Their children needed education and religious training: in his schools they, should be amply provided.
In imagination he saw the timbered solitudes give way to well tilled sunny fields; thrifty villages, noisy with
the laughter of romping children; busy factories filled with contented workingmen. He seemed to hear the full toned
hymns of praise from crowded churches, and saw devout young men in his Bible school studying the word of God, preparatory
to a missionary life. As plan and prospect opened. before him, it seemed to him vastly greater to be the steward
of God for the relief and help of the needy in a far away land, than to be the envied and uneasy head of a petty
But alas! all this was not to be! Ever since Peter and Paul in the first fullsome days of the faith "withstood
each other to the face" in vainglorious thirst for clerical supremacy, it has seemed that grim discord has
been the firstborn child of church fellowship. Such was also the case here. The young pastor of the congregation
was a zealous and well meaning man; but because of wide temperamental differences he failed utterly to comprehend
Mr. Tank's character and aims. I spoke with Mr. Iverson several times before he died in Sturgeon Bay a few years
ago and he told me that he never could understand what a man of Tank's wealth and opportunities really meant by
settling in this wilderness. He naively suspected him of scheming to enrich himself by introducing the obnoxious
tenant system of Norway of which he had seen so many intolerable abuses in Norway. He therefore demanded that Tank
deed the lands to the settlers at whatever price could be agreed upon. As this was contrary to Mr. Tank's communistic
plans he refused to do so. Moreover, being of an aristocratic temperament he refused to go about justifying himself.
Iverson, feeling his responsibility as shepherd of the flock, communicated his distrust to the communists and urged
them to withdraw. In this he was easily successful. They had unbounded faith in their ardent spiritual leader,
were from the same part of Norway, and, like him, were very suspicious and emotional. To many of them the whole
thing seemed like a dream. To have a strange man from the upper crust of European aristocracy, with fabulous wealth
at his disposal, suddenly appear among them, offering to give them lands, schools, churches, was too good to be
true. Somewhere in the whole scheme, they thought, there must be some tearful snare. The result was that in the
spring of 1851, after eight months of communistic life, after presenting to Mr. Tank an unacceptable ultimatum,
the whole colony withdrew.
A couple of attempts were now made to move the colony to Sturgeon Bay. There was at that time only one settler
at Sturgeon Bay - Mr. Oliver Perry Graham - and nearly all the land was open for settlement. These attempts would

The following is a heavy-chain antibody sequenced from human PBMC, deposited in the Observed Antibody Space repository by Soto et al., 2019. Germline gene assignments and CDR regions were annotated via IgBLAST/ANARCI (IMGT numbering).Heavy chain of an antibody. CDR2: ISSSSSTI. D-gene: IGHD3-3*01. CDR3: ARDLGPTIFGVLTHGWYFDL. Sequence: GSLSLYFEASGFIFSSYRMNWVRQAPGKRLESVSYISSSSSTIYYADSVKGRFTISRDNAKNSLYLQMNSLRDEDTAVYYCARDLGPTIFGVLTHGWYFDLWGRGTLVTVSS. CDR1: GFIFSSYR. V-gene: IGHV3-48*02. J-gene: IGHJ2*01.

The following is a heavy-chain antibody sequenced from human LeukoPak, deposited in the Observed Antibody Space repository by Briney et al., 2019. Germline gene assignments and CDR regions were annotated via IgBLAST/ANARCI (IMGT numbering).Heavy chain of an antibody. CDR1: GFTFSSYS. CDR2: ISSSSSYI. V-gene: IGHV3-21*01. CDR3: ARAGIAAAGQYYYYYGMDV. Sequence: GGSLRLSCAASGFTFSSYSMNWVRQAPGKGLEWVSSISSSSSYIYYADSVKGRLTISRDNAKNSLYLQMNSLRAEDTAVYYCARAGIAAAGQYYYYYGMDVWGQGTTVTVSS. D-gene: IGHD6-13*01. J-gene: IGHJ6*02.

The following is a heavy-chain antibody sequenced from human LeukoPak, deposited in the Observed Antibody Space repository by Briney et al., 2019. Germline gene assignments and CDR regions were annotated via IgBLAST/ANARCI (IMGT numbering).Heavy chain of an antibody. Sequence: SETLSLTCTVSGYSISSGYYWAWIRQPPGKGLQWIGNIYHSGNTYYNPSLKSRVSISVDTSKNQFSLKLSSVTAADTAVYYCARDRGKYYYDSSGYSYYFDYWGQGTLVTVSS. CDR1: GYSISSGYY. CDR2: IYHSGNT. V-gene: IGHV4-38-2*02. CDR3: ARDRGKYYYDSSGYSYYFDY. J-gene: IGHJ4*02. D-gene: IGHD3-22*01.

have been successful but for Mr. Iverson's opposition. He went to Sturgeon Bay on the ice in the winter of 1852
and saw that the timber on the shore was all evergreens. Being of the belief that evergreens grew only on poor
soil he dissuaded most of the colonists from going there. The disappointed colonists, becoming more and more disconsolate
in the meantime, struggled to eke out a precarious living by doing odd jobs.
Among the men that had joined the Moravian colony at Fort Howard was a man by the name of Ole Larson (father of
William Larson, now a prominent business man in Green Bay). He was from Skien, in the southern part of Norway.
In the spring of 1852 he, with Even Nelson from Porsgrund, Norway, and Peter Weborg, the first man to emigrate
from Lom, Gudbrandsdalen, Norway, set out on Green Bay with a boat to find a good place to start as fishermen.
At Fish Creek they found Increase Claflin, the only settler in the northern part of the peninsula. He told them
that the fishing among the islands near by was excellent. Consequently they settled there, Nelson and Weborg taking
claims a short distance north of Clan, while Larson went a little farther north and settled on Eagle Island.
Late in the fall of 1852 Ole Larson returned to Green Bay on a business trip. He told Mr. Iverson of his new
home, of the excellent fishing and of fine hardwood timberland on the mainland inside of Eagle Island. About the
same time Mr. Iverson received $500 as a loan from Bishop H. A. Schultz in Bethlehem, Pa., to be used in buying
land for the colonists. Greatly cheered by the receipt of this money and by the news brought by Larson, he determined
to go and see the land that Larson had described. About the first day of February, 1853, when the ice was safe
for traveling, he set out afoot accompanied by H. B. Jacobs, Abraham Oneson and Gabriel Wathne. After a march of
three days they arrived at Eagle Island. Mr. Iverson describes his first impressions of the site of the Village
of Ephraim as follows:
"The next morning we felt a little stiff after our long walk on the ice but soon I was out of the house and
gazed to the southeast toward the land at the head of the deep bay. Soon I discovered that although the trees along
the shore were evergreens the timber behind was hardwood and quite different from the timber at Sturgeon Bay. With
delight I looked for some time and ruminated: Perhaps our loved little congregation should be planted here on this
land by the romantic bay and with the high cliff opposite so grand in appearance? After morning worship and a good
breakfast we set out with Larson in the lead over the smooth ice across the beautiful bay, a distance of about